Prenuptial And Premarital Agreements
With more than 50 percent of marriages in the United States ending in divorce, many people decide to protect their finances in the event of a divorce by entering into a prenup agreement. A Prenup is also referred to as a Premarital Agreement or Prenuptial Agreement. It is a written contract entered into by a couple prior to the marriage that outlines the possession of assets, treatment of future earnings, and establishes how assets will be split if the marriage should end in a divorce.
While Premarital Agreement are typically entered into by couples with substantial assets or high earnings, there are many other reasons why a couple may decide to get a prenup, such as a second marriage, children from a previous relationship, ownership interest in a business, or to protect each other from debt.
Requirements for a Premarital Agreement
Under the Arizona Uniform Premarital Agreement Act, for a prenup to be valid and enforceable, the following requirements must be met at the time a couple enters into the agreement:
- The agreement must be in writing.
- The agreement must be voluntarily by both parties
- There must be a reasonable disclosure of property and financial obligation
- The agreement cannot make plans about custody of children or child support
Tips to Ensure Prenups are Enforceable
- Disclose all assets, property, and financial obligations including estimated values of the each and every significant asset.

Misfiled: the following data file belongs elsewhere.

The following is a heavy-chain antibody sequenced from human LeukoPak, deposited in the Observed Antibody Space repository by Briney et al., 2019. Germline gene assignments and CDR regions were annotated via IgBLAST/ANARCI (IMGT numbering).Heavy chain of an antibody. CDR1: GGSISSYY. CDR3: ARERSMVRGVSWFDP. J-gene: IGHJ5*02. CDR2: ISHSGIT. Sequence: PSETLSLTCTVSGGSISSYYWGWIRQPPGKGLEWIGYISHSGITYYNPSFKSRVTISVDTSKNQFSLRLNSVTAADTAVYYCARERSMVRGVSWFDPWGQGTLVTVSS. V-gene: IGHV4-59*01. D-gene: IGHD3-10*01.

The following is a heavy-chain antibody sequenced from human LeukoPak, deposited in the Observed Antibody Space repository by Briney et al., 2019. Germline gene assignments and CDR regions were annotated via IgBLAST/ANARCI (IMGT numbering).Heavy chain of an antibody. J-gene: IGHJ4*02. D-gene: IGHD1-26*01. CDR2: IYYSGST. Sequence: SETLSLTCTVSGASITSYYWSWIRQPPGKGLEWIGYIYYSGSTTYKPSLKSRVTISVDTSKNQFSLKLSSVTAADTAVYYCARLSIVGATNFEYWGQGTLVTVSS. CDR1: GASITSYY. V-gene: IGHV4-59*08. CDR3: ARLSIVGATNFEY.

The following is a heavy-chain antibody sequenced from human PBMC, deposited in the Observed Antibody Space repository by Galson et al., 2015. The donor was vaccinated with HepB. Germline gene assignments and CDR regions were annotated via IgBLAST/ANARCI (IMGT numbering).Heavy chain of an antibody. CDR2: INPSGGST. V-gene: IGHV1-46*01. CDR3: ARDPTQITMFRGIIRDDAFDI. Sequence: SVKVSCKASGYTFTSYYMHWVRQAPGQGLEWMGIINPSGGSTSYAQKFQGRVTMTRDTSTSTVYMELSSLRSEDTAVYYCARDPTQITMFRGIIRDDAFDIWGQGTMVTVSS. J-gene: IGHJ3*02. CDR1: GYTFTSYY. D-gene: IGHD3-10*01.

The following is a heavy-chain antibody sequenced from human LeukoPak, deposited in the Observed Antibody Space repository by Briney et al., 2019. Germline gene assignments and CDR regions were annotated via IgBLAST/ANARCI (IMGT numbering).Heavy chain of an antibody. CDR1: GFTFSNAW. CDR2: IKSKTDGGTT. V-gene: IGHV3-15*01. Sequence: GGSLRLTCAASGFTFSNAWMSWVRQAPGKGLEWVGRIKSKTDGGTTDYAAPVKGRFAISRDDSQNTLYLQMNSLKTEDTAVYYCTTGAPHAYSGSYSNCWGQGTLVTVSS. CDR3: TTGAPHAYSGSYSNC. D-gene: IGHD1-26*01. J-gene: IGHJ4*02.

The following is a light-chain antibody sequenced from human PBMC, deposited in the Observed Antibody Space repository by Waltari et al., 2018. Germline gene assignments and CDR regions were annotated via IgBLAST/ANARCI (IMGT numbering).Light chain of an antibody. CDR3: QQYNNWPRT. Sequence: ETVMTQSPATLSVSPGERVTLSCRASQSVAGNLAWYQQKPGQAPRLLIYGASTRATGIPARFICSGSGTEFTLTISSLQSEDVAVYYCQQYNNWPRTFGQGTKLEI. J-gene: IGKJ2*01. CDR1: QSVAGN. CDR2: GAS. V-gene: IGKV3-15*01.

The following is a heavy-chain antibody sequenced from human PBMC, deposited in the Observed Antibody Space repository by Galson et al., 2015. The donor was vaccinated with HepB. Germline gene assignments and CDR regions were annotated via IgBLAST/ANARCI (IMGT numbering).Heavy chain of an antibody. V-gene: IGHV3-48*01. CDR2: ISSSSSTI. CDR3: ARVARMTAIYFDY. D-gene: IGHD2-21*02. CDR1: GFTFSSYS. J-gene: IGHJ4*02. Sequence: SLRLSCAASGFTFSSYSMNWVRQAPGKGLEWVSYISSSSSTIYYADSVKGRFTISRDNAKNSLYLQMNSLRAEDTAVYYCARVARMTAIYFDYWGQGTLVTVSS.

- Provide the other spouse with the Premarital Agreement well prior to the date of the marriage; at least a month before is suggested.
- Although it is not mandatory, it is generally advisable to have a family law attorney draft the Premarital Agreement.
- Have your spouse review the Premarital Agreement with a family lawyer of their choosing, or at least give them the opportunity to review it with an attorney.
A postnuptial agreement is similar to a prenuptial agreement in that it determines the rights between the parties regarding marital property, except that a postnuptial agreement is entered into after the parties are already married. it should not be confused with a separation agreement, which is generally entered into in contemplation of a divorce.
Get help with Your Prenup
If you plan on having a prenup, it is important to have an experienced family law attorney draft an agreement that will hold up in court if contested. Contact the Law Office of Austin White at (480) 788-0633, or by filling out our online form, to speak directly with a lawyer about drafting a premarital agreement.